An 18-year-old ban on openly gay soldiers known as Don't Ask Don't Tell expires on Tuesday, when the military will officially begin processing applications it has already received from openly gay recruits.

President Barack Obama fulfilled a key campaign pledge when he signed a law overturning the policy last December, and the Pentagon has used the intervening months to prepare for the change.

No one should be left with the impression that we are unprepared, Pentagon Press Secretary George Little told The Associated Press. We are prepared for repeal.

Discharged Eligible to Re-Enlist

Instituted under President Bill Clinton, the rule ended the military careers of more than 13,000 gay soldiers who were discharged for revealing their sexual orientations. Now those soldiers will be eligible to re-enlist, assuming they are physically capable, and the U.S. Defense Department will apply the same zero tolerance policy for anti-gay behavior that it does for discrimination against race or religion.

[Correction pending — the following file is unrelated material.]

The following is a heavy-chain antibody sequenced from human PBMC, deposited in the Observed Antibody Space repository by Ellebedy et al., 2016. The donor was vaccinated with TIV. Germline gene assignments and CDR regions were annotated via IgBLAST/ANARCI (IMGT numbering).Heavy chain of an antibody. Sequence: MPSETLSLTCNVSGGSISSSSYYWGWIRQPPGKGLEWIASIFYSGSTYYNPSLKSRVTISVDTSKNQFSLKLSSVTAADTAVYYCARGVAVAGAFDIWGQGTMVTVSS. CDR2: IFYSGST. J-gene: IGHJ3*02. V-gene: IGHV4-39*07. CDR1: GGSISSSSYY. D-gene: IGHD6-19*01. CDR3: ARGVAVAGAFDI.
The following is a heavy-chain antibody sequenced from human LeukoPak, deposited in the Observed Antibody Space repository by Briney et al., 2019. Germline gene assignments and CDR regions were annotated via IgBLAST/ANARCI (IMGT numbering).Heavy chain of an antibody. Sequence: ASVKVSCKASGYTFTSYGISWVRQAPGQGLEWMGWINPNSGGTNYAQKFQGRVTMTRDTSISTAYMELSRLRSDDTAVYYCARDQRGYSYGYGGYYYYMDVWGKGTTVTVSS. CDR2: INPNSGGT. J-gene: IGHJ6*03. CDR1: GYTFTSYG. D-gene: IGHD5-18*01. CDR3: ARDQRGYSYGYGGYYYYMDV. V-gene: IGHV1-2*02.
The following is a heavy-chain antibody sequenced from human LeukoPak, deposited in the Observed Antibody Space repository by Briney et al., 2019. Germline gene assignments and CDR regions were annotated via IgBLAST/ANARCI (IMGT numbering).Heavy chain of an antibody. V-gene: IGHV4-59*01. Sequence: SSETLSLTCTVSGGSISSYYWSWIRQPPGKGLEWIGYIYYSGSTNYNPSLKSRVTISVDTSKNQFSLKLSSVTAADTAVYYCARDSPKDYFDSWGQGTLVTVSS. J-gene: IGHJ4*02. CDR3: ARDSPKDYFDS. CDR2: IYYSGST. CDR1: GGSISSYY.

While the overturn effort faced opposition from some lawmakers and members of the military establishment, polls found that a large majority of the American public supported eliminating the policy, as did most troops.

Still, because the federal Defense of Marriage Act continues to deny same-sex married couples federal benefits, same-sex military couples will be deprived of some of the privileges afforded to heterosexual military couples. Stephen Peters, a former Marine who was discharged for violating Don't Ask Don't Tell and who is now dating an active duty Marine grade officer, told The Washington Post that he is unable to receive military discounts or to visit his partner's base without a visitor's badge.

There's still the apprehension of the fact that we have to deal with these issues without the support that other military families get, Peters said. We're kind of left out on our own.